Coalition for Informed Patients and Doctors

Here is an call to action.  Paula Caplan is a personal hero of mine.  Dr. Caplan is calling for congressional hearings to draw attention to the minimally-investigated enterprise of psychiatric diagnosis and to find ways to protect people from the harm that can result.

Her campaign started in September, but this is the first I've been aware of it.

Paula is an expert.  She was involved in two workgroups that updated the DSM-III-R.

She documented the outrageous shenigans involved, resigned from the project, and at a significant professional risk, wrote a great book about it.

Her book, "They Say You're Crazy: How the World's Most Powerful Psychiatrists Decide Who's Normal"  is a must-read for those of us who really must know exactly how things get into the DSM.

A word of caution; you will probably sleep better if you do not know. Hint, there's a lot more politics, and hardboiled Yankee entrepreneurialism involved than science.

To me, reading Paula's book was an epiphany.  When I put this book down, I didn't know whether to laugh, cry, or what (???).  Instead I got very angry.

Many of you receiving this email are leaders of professional, consumer, and parents groups concerned with mental health policy.  I urge each of you to take personal action to see that your group signs onto this very worthwhile campaign.

Vince Boehm

Coalition for Informed Patients and Doctors
September 24, 2004

Dear Colleagues:


We are writing to ask you not for any time or money but simply to co-endorse our call for Congressional Hearings about psychiatric diagnosis in an attempt to explore the nature and extent of harm that many Americans have suffered solely because of being given a psychiatric label. The aim of the hearings would be to find ways to prevent this harm, beginning with a clear-sighted examination of the totally unregulated nature of psychiatric diagnosis. Many people have the mistaken impression that the Food and Drug Administration oversees psychiatric diagnosis, but nothing could be further from the truth.

In 2002 and 2003, two Congressional Briefings were held on this subject, co-sponsored by a dozen groups concerned with health matters and by New York Congresswoman Louise Slaughter.

The Need

This Call is not an attack on or a questioning of psychotherapy or even diagnosis across the board but simply an attempt to draw attention to this minimally-investigated enterprise of psychiatric diagnosis and to find ways to protect people from the harm that can result. The kinds of harm have included loss of the right to make decisions about one's legal and medical affairs, loss of health insurance or skyhigh premiums, loss of child custody, and plummeting of self-confidence.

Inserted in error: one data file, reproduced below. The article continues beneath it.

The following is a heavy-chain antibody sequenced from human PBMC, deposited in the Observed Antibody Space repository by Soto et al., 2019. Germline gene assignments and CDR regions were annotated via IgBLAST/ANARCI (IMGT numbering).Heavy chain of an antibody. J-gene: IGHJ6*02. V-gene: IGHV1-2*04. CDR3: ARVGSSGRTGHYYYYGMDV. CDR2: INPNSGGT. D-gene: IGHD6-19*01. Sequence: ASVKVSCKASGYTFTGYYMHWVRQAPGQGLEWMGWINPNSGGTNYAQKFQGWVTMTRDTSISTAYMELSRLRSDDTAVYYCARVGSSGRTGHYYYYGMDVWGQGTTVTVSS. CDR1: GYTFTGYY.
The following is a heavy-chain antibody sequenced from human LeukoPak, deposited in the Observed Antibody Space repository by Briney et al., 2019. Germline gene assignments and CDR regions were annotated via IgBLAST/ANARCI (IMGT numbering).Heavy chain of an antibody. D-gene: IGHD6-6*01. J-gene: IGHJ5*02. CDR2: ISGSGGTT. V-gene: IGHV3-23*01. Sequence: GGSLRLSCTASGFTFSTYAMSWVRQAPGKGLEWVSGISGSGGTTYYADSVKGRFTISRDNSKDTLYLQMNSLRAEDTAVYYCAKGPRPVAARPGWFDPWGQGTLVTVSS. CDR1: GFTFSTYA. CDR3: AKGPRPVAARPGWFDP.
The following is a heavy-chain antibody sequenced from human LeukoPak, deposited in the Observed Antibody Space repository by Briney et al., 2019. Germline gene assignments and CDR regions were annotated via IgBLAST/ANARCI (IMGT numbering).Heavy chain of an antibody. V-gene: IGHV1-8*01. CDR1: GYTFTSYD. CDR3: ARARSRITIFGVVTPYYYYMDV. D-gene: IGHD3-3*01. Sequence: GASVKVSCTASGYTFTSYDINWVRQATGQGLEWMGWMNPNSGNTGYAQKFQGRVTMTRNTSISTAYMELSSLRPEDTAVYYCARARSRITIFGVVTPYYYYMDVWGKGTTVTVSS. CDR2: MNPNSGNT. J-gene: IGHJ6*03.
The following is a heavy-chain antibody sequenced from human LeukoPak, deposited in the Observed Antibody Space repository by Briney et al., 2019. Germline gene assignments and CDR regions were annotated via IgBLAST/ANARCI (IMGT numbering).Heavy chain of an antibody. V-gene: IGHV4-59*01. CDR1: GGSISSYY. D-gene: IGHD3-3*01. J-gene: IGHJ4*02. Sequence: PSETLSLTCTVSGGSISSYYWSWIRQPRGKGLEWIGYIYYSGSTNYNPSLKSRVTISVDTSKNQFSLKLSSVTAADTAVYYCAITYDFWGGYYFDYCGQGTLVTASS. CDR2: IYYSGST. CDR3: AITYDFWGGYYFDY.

This issue affects people across the spectrum, regardless of social class, education, sex, race, and age.

The Problem

Few laypeople or even therapists realize that psychiatric diagnosis is not a scientific endeavor, although some of the most powerful people and organizations in the mental health field assert that it is. As a result, millions of people who seek help because they are suffering have no idea that they are not being diagnosed in scientific ways and thus that their treatment largely lacks a scientific basis; nor do they know that in important ways their treatment may be experimental because they are given labels that may not stand for anything that has been proven to exist.

Furthermore, although drugs can be helpful for some people, it is important for the public and their therapists to know that they are often prescribed to treat diagnostic "entities" that may not even exist. Patients have a right to try anything that might help them, including medication, but it is essential that they do so after being fully informed of the limitations of the diagnostic labels that are usually the rationale for therapists' treatment recommendations.

The absence of science creates a vacuum, and biases and distortions rush in. This happens in three ways:

Such biases as racism, sexism, ageism, classism, and homophobia powerfully affect psychiatric diagnosis, becoming partial determinants of who gets a psychiatric label and the seriousness of the label that is chosen.

Serious problems such as depression are overlooked as people are diagnosed with unproven "mental illnesses" such as Compulsive Shopping Disorder or Premenstrual Dysphoric Disorder.

Many people who are suffering because of social problems like poverty or because they are victims of hate speech or violence are wrongly treated as though the problems come from within themselves.

Why Congressional Hearings?

First and foremost, the purpose of a Call for Congressional Hearings is to put psychiatric diagnosis, with its problems and possible solutions, on the national, public agenda.

There are many reasons for choosing the Congressional Hearings route, related to why in numerous respects this is a federal issue. In the interests of keeping this letter from being unduly long, we do not provide those details here but would be more than happy to send information upon request.

What You Can Do

All we ask of you is that you grant permission to have your name or that of your organization listed as a co-endorser of this Call for Congressional Hearings, which we want to issue in October in the form of a press release and possibly at a live press conference.

If you know of other groups or people who might be interested, please let us know so that we can contact them. You can send information to me by fax at 617 491-0960 or via email at

We look forward to hearing from you.

Sincerely yours,

Paula J. Caplan, Ph.D., Director

Coalition for Informed Patients and Doctors

26 Alpine St. Cambridge, MA 02138 (617) 491-0962